• Sat
  • Dec 27, 2014
  • Updated: 11:28pm
SportHong Kong

Constant criticism no help, says Mark Sutcliffe

HKFA chief wants clubs to support new Premier League, which now has sponsorship

PUBLISHED : Friday, 11 July, 2014, 11:20pm
UPDATED : Friday, 11 July, 2014, 11:20pm

The Hong Kong Football Association has called for support from its member clubs as it puts the finishing touches to commercial sponsorship for the inaugural Premier League to kick off in September.

With RedMR, title sponsor for last season's First Division, showing little interest in extending its financial backing, the association has been struggling to secure a new contract until this week. It is believed a six-figure deal has been reached in principle, with details to be announced next week.

But negative comments from clubs - the latest from Eastern Salon official Peter Leung Shou-chi, who claimed "the new league was no different to the old one" and the HKFA had become more bureaucratic under Project Phoenix - were counterproductive, said HKFA chief executive Mark Sutcliffe.

My message to the clubs is that we have to work together and we can't be seen to be separate and split on this
Mark Sutcliffe

"We are on the verge of signing a sponsorship deal for the Premier League and if it comes about, it will help us make it different," he said. "But if the clubs are being negative, criticising the HKFA all the time and making it appear there is a division between the clubs and the association, we have less chance of getting a sponsor.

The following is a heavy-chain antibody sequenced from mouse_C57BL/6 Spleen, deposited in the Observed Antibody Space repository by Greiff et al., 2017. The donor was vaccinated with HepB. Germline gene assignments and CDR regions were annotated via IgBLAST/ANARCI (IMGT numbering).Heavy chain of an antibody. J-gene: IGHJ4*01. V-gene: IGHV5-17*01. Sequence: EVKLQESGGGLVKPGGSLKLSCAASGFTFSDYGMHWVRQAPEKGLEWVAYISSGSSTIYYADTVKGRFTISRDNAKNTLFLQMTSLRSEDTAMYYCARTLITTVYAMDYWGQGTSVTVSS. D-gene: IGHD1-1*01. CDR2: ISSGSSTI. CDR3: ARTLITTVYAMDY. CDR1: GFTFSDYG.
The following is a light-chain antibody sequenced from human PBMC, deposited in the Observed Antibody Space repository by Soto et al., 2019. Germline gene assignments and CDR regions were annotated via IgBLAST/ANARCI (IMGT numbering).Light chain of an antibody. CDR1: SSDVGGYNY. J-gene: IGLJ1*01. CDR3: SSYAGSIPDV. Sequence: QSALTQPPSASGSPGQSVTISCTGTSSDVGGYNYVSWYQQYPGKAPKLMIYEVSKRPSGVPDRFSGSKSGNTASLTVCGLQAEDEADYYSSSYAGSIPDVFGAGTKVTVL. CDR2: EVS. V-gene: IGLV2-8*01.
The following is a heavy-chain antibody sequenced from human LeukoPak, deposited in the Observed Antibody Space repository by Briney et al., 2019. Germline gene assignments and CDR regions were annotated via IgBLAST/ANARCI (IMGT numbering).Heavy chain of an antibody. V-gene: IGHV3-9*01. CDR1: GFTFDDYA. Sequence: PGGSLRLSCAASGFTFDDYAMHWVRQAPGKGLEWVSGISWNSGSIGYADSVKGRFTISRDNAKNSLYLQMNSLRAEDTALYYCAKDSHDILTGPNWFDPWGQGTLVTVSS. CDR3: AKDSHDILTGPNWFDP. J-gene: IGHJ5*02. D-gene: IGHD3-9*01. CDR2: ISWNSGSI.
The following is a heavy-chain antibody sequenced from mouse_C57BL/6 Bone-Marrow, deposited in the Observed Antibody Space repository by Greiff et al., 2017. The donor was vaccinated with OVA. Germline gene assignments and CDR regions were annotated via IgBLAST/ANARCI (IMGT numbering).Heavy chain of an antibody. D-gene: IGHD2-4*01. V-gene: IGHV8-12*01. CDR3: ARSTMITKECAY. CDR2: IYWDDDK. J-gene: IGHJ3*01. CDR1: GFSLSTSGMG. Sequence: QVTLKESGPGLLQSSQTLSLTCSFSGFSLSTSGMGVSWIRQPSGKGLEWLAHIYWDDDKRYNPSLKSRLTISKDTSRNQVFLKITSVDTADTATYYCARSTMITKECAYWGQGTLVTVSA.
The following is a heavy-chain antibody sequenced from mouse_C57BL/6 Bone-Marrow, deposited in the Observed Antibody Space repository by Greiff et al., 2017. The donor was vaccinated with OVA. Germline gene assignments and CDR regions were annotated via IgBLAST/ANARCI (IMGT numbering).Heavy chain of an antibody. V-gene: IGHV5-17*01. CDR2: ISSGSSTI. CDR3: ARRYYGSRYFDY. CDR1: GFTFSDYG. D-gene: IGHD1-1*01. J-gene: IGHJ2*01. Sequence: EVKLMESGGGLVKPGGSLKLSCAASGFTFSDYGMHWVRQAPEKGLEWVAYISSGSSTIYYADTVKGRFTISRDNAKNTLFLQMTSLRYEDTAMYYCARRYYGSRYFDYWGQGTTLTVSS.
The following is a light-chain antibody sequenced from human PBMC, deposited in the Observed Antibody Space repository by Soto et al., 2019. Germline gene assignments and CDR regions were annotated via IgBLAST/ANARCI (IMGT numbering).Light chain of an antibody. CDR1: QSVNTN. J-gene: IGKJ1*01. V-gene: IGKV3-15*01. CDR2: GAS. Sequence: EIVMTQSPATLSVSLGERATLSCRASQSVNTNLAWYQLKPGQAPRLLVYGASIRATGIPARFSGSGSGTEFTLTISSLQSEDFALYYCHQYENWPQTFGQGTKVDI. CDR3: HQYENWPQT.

"My message to the clubs is that we have to work together and we can't be seen to be separate and split on this.

"If everybody wants soccer in Hong Kong to move forward and they want the standard of professionalism to improve, they have to work together.

"Making comments without any justification like speculating that the league is going to be no different is not helpful at all and it's really counterproductive," said Sutcliffe.

"All they are doing is condemning themselves and football in Hong Kong to remaining semi professional, which is not what people want."

Sutcliffe said the new league would be different because the introduction of licences to the clubs would be a massive step forward.

"It makes it more likely the game will be clean because the HKFA want to know, through the licences, who is governing and managing the club and where the money is coming from.

"There is going to be an education programme for the players and they have to sign a declaration they have been educated on match fixing. We will enter into a contract with a monitoring agent, which will monitor the games closely. A lot of things we are going to do will make the league better," Sutcliffe said.

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